Think Out of the Box to Meet Labor Needs
In some cases, jobs that require performing repetitive tasks or difficult-to-fill positions are the perfect fit for an employee with a disability and could lead to increased production. By thinking about tasks in a new way, many employers have found that employing people with disabilities can meet their needs.
Increase Your Customer Base
Customers with disabilities and their families, friends and associates represent a trillion dollar market segment that purchases products and services from companies that best meet their needs. Employing people with disabilities is an opportunity to gain a lasting customer base and increase market share.
Foster Innovation and Creativity
Many people with disabilities are highly experienced problem-solvers with a proven ability to adapt. They bring unique experiences to the workplace that can enhance services, lead to the creation of new products or contribute to more efficient business processes which in turn increase profitability.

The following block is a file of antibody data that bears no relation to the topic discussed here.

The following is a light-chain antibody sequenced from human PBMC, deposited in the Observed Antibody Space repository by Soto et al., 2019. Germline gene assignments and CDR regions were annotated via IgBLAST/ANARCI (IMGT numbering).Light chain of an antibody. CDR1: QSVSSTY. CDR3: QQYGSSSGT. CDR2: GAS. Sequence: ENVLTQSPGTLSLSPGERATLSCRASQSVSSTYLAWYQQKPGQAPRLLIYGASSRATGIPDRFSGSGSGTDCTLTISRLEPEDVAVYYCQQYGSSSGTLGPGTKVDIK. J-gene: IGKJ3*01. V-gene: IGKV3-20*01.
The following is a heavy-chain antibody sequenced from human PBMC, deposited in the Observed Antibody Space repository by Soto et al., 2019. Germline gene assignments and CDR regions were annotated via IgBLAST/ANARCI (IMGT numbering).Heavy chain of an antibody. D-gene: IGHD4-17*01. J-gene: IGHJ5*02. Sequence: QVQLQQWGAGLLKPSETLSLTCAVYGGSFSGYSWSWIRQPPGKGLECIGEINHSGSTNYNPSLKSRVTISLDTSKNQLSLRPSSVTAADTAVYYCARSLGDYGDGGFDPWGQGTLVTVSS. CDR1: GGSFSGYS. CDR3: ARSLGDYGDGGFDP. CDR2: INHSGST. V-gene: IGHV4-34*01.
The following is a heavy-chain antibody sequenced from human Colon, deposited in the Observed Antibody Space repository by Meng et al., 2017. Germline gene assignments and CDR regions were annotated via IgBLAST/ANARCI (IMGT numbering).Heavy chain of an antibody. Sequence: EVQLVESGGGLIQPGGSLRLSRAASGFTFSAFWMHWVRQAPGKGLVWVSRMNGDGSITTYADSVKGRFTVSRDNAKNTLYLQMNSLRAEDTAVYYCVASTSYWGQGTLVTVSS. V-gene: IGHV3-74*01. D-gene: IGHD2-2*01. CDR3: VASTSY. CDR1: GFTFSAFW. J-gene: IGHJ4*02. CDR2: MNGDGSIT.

Myths and Facts
Myth: Accommodating workers with disabilities costs too much.
Fact: In most cases, an appropriate reasonable accommodation can be made without difficulty and at little or no cost. Studies show that less than 25 percent of disabled persons require an accommodation, and an accommodation typically costs less than $500 and often nothing at all. There are also tax incentives to help cover accessibility costs.
Myth: My Workers' Compensation insurance rates will go up if I hire someone with a disability.